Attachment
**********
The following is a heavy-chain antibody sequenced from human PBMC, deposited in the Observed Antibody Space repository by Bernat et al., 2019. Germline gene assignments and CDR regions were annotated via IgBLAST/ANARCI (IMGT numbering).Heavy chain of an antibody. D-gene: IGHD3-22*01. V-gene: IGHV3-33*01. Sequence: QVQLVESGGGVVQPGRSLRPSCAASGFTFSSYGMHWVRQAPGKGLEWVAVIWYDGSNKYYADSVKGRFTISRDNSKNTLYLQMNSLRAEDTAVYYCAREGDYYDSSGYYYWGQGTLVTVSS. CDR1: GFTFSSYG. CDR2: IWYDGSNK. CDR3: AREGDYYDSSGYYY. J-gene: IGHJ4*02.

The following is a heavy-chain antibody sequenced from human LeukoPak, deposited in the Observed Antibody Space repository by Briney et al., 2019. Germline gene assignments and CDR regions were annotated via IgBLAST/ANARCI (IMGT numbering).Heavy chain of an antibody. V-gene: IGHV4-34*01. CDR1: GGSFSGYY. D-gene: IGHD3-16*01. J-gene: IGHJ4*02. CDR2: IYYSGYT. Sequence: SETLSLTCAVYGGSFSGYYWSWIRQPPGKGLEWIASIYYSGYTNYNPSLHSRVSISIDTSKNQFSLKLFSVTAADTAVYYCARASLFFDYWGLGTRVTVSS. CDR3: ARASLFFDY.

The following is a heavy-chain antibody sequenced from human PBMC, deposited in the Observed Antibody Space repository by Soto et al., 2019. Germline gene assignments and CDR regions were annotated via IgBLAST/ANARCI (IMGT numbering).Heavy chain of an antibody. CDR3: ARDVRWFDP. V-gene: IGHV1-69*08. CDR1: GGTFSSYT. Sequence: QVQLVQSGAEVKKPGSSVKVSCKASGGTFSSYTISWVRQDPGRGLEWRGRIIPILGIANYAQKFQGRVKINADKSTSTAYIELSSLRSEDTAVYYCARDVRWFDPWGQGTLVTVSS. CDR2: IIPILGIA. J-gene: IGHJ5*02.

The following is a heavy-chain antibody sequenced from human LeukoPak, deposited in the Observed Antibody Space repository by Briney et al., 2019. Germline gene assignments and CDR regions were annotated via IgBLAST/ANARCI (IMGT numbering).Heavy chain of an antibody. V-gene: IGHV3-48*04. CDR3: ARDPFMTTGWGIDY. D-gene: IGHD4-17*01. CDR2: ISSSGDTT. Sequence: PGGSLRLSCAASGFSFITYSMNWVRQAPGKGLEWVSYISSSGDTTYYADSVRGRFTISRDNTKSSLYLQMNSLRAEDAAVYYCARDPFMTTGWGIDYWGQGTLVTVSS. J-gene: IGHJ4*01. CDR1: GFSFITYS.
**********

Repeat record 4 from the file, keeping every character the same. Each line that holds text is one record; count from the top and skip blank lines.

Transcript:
The following is a heavy-chain antibody sequenced from human LeukoPak, deposited in the Observed Antibody Space repository by Briney et al., 2019. Germline gene assignments and CDR regions were annotated via IgBLAST/ANARCI (IMGT numbering).Heavy chain of an antibody. V-gene: IGHV3-48*04. CDR3: ARDPFMTTGWGIDY. D-gene: IGHD4-17*01. CDR2: ISSSGDTT. Sequence: PGGSLRLSCAASGFSFITYSMNWVRQAPGKGLEWVSYISSSGDTTYYADSVRGRFTISRDNTKSSLYLQMNSLRAEDAAVYYCARDPFMTTGWGIDYWGQGTLVTVSS. J-gene: IGHJ4*01. CDR1: GFSFITYS.